"This is leaving a scar on our kids," said Mr. Kabadeh. "It will prevent them from advancing [in society]."
Israeli police walking with arms linked to push back demonstrators evoked images of the US civil rights anti-segregation battles in the south in the 1950s. But most Ethiopians say this is a different situation.
Shlomo Molla, the sole Ethiopian member of Israel's 120-seat parliament, said ethnic tension is a fact of life in a society which has accepted immigrants from diverse backgrounds. He insisted the anti-Ethiopian discrimination in Petach Tikva, a Tel Aviv suburb, is local rather than chronic.
"There is no racism policy against Ethiopian Jews," he said. "The Israeli government and parliament are very welcoming to the Ethiopians. They have done a lot."
Ethiopian immigrants once celebrated
Some 111,000 Ethiopian Jewish immigrants and their children live in Israel today – a tiny fraction of the country's 7.2 million residents. Most Ethiopians came during the 1990s and 1980s in covert immigration operations that were celebrated in Israel and in the Jewish Diaspora as realization of the state's raison d'etre of taking in at-risk Jewish populations.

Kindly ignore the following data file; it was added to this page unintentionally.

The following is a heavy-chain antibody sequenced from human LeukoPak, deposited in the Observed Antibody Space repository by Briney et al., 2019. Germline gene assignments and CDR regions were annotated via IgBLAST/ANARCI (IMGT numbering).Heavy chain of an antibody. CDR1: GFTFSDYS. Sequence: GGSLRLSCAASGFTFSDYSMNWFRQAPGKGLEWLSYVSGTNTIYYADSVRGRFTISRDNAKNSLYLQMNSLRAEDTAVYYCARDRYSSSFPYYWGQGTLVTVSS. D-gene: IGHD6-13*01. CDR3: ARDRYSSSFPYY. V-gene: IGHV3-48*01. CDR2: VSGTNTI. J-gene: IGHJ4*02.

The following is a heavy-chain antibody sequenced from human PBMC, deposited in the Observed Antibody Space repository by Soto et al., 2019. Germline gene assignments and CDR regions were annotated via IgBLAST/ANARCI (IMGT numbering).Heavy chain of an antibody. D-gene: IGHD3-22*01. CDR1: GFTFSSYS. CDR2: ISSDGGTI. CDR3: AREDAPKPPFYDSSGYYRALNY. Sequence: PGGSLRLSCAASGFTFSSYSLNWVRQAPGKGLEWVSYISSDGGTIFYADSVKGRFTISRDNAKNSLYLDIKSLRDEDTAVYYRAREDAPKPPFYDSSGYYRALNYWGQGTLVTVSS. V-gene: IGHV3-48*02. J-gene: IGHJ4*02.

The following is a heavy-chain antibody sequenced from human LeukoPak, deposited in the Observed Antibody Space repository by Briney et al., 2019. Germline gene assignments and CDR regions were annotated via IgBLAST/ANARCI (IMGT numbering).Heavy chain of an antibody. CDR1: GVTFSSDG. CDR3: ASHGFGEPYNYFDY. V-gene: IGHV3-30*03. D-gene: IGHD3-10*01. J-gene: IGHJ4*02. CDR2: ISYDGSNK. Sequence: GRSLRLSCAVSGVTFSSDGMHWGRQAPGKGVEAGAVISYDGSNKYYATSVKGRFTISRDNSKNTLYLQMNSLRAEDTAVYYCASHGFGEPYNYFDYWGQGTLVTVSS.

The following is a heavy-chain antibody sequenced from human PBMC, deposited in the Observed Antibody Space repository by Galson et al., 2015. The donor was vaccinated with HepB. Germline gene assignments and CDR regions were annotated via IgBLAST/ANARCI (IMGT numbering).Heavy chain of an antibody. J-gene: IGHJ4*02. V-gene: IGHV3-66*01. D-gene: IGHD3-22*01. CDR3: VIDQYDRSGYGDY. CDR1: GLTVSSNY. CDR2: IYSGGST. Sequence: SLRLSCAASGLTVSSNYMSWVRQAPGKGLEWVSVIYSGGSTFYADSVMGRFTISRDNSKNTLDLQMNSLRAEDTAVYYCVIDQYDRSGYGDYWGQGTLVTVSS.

The public relations dividend was not ignored. Ethiopian faces were routinely splashed across Israeli brochures to play up the country's multiethnic character and damp accusations of racism.
But today, these communities are struggling socially and economically. About two-thirds of Ethiopian Jews receive support from state welfare agencies. And just over 10 percent recieve post-high school education compared to 40 percent of Israeli Jews, according to an Ethiopian advocacy group.
Explanations vary. Some point to the problems faced by the Ethiopian community in transitioning from an agrarian society back home to the technology dominated economy in Israel. Others see a pattern of ethnic discrimination reminiscent of earlier waves of Jewish immigration from Arab countries. Still others say hundreds of millions of dollars raised in the Jewish Diaspora to absorb the Ethiopians has been wasted in bureaucracy. But many say it comes down to skin color.